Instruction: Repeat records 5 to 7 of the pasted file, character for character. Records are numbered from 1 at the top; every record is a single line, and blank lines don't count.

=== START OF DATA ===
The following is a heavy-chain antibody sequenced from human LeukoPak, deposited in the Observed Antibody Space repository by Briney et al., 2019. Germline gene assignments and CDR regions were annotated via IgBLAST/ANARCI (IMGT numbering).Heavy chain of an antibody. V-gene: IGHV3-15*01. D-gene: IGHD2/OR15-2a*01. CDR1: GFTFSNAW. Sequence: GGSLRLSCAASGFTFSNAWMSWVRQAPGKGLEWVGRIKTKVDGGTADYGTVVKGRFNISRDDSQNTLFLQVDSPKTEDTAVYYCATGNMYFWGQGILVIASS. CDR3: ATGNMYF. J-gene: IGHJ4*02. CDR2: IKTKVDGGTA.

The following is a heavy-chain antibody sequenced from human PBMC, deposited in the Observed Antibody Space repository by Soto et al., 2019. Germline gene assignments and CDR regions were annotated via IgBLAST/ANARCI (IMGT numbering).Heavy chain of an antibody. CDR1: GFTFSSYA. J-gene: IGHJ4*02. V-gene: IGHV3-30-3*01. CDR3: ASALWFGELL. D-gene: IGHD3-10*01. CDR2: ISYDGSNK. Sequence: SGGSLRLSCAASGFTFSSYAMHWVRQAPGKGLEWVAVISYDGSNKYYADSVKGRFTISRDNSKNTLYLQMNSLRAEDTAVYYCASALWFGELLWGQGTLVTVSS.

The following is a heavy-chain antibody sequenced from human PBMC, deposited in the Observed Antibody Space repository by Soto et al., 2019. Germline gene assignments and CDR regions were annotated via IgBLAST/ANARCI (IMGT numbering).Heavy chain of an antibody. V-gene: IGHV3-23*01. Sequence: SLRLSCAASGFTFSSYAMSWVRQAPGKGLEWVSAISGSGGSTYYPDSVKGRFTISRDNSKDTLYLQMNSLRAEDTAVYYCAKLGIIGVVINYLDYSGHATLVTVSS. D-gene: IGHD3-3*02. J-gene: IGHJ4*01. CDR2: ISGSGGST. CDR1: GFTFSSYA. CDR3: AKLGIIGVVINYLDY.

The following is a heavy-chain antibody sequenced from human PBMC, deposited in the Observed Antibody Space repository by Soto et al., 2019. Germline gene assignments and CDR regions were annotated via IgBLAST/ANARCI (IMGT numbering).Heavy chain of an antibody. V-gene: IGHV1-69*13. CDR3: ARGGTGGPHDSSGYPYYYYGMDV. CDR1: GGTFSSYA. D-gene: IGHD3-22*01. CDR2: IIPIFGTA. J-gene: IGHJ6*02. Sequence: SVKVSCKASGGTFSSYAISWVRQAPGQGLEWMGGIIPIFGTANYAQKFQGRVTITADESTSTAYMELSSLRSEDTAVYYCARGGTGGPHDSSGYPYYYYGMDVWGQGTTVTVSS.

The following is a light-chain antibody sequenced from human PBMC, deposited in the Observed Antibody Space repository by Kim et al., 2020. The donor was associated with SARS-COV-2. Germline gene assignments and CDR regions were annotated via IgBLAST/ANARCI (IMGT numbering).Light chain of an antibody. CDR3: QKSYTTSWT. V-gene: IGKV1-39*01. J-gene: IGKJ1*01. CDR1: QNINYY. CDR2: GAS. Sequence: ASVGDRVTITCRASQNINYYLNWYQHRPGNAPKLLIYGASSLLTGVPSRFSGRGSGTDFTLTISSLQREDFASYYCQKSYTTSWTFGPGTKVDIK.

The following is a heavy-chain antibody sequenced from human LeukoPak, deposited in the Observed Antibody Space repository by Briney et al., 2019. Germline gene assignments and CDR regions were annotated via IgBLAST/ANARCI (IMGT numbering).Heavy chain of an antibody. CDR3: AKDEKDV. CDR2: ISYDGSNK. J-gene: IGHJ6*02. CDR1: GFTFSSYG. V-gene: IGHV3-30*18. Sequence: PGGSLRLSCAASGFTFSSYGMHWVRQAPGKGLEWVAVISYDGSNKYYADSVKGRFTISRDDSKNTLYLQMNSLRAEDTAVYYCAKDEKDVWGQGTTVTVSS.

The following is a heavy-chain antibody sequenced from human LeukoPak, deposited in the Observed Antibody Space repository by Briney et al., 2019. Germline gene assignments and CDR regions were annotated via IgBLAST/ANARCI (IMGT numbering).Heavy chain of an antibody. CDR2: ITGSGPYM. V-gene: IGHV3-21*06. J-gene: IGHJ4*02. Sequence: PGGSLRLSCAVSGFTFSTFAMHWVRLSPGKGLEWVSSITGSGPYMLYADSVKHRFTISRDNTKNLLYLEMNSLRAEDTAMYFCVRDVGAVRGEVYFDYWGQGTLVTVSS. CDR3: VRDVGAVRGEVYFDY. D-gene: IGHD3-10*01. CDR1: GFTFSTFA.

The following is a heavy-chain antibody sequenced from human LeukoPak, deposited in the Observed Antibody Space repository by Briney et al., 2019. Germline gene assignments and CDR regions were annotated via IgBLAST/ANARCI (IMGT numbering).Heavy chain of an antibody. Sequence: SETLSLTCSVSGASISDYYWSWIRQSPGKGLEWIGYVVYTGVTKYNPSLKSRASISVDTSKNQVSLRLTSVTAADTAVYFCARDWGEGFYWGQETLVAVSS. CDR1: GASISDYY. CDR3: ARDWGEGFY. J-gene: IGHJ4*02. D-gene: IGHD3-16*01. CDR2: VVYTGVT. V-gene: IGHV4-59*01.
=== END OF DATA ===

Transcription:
The following is a light-chain antibody sequenced from human PBMC, deposited in the Observed Antibody Space repository by Kim et al., 2020. The donor was associated with SARS-COV-2. Germline gene assignments and CDR regions were annotated via IgBLAST/ANARCI (IMGT numbering).Light chain of an antibody. CDR3: QKSYTTSWT. V-gene: IGKV1-39*01. J-gene: IGKJ1*01. CDR1: QNINYY. CDR2: GAS. Sequence: ASVGDRVTITCRASQNINYYLNWYQHRPGNAPKLLIYGASSLLTGVPSRFSGRGSGTDFTLTISSLQREDFASYYCQKSYTTSWTFGPGTKVDIK.

The following is a heavy-chain antibody sequenced from human LeukoPak, deposited in the Observed Antibody Space repository by Briney et al., 2019. Germline gene assignments and CDR regions were annotated via IgBLAST/ANARCI (IMGT numbering).Heavy chain of an antibody. CDR3: AKDEKDV. CDR2: ISYDGSNK. J-gene: IGHJ6*02. CDR1: GFTFSSYG. V-gene: IGHV3-30*18. Sequence: PGGSLRLSCAASGFTFSSYGMHWVRQAPGKGLEWVAVISYDGSNKYYADSVKGRFTISRDDSKNTLYLQMNSLRAEDTAVYYCAKDEKDVWGQGTTVTVSS.

The following is a heavy-chain antibody sequenced from human LeukoPak, deposited in the Observed Antibody Space repository by Briney et al., 2019. Germline gene assignments and CDR regions were annotated via IgBLAST/ANARCI (IMGT numbering).Heavy chain of an antibody. CDR2: ITGSGPYM. V-gene: IGHV3-21*06. J-gene: IGHJ4*02. Sequence: PGGSLRLSCAVSGFTFSTFAMHWVRLSPGKGLEWVSSITGSGPYMLYADSVKHRFTISRDNTKNLLYLEMNSLRAEDTAMYFCVRDVGAVRGEVYFDYWGQGTLVTVSS. CDR3: VRDVGAVRGEVYFDY. D-gene: IGHD3-10*01. CDR1: GFTFSTFA.